Make it Vegetarian or Vegan
My Light Creamy Coleslaw is suitable for vegetarians.
To make the recipe suitable for vegans, you can use one of the myriad of vegan mayonnaise alternatives that are now readily available. If you think they are too heavy on their own, you can cut it with one of the dairy free yoghurt or creme fraiche alternatives that are also now available.
Make it Allergy Friendly
This recipe is free from nuts, egg and gluten.
Dairy Free: To make a dairy free coleslaw, simply follow the suggestions that I have provided for the vegan version above.
Please note that this recipe may contain other allergens not referred to above. For more information regarding any dietary information provided on this website, please refer to my Nutritional Disclaimer.
Equipment Notes for Creamy Crème Fraîche Coleslaw
I’ve written this recipe to make a relatively small quantity of coleslaw. As such, I have written the recipe to be made by hand with the carrot, onion and apple all grated using the coarse side of a box grater. The cabbage is then shredded using a sharp knife.
And this is just fine for a small quantity but double, triple or even quadruple the quantity as I have many times in the past and hand preparation will become hard work quite quickly.
In this case I usually employ my food processor. My Kenwood version comes with a metal blade which has a coarse grater on one side and a slicer on the other. I use the slicer for shredding the cabbage.
A comprehensive list of the equipment used to make this recipe is included in the main recipe card below. Click on any item to see an example. There are no hard and fast rules so many items can be sensibly substituted to achieve the same results.
Coleslaw is perfect to be made up to 24 hours in advance and stored in the fridge until needed.
I would not tend to try to get too much more ahead than that as I find that the vegetables start to ferment and turn the coleslaw vinegary.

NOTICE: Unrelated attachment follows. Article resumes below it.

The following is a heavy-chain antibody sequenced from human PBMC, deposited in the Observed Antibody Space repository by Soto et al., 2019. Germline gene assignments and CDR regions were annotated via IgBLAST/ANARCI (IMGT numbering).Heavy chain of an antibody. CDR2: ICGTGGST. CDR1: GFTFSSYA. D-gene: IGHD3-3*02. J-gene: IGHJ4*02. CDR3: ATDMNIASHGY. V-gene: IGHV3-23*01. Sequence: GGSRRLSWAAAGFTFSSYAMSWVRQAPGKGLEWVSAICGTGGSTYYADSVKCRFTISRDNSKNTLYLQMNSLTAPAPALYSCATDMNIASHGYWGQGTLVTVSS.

Leftover Light Creamy Coleslaw
There are many ways to use up leftover coleslaw, Check out my numerous serving suggestions above! Keep it in the fridge for a couple of days and it will get eaten, I promise!
This is one of the few items that I do not recommend popping in the freezer. It will freeze and thaw but all crunch will be lost and I don’t think I’d really want to eat soggy coleslaw!
Easy Creamy Coleslaw with Crème Fraîche Tips
Do try to remove as much moisture as possible from the grated onion, carrot and apple. Too much liquid left will leave you with a watery dressing.
Leaving the finished coleslaw to sit for a little while before eating will benefit the flavours.
Don’t forget to let me know in the comments if you try making this recipe – I want to know what you think and if you made any substitutions, how did it turn out?
Still Have Questions?
Simple! Just contact me and I will do my best to help as quickly as I am able. Head over to my Contact Me page, any of my social media channels or post a comment at the bottom of this page and I’ll see what I can do.
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More Simple Side Dishes
Easy Creamy Coleslaw with Crème Fraîche
- 150 g Carrots
- 100 g White Onions
- 1 Apple
- 2 tbsp Lemon Juice
- 150 g Cabbage – white or green
- 100 g Light Mayonnaise
- 150 g Light Crème Fraiche
- 1 tbsp Sugar
- 1 tsp Sea Salt Flakes
- 1 tsp Paprika
- Use a coarse grater to grate 150g Carrot, 100g White Onion and 1 Apple.
- Squeeze out as much of the water from the grated veg as possible. I use kitchen roll or a J cloth but be careful that it doesn’t split. Set aside in a medium mixing bowl. Stir in 2 tbsp Lemon Juice.
- Finely shred 150g Cabbage and add to the bowl.
- Also add 100g Light Mayonnaise, 150g Light Crème Fraiche, 1 tbsp Sugar, 1 tsp Sea Salt Flakes and 1 tsp Paprika.
- Stir everything together until fully combined.
- Check the seasoning and add any additional sugar, salt or lemon juice as you desire.
- You can serve the coleslaw immediately, but it is better if you can let it sit in the fridge for a while first as this gives the flavours a chance to meld together and develop.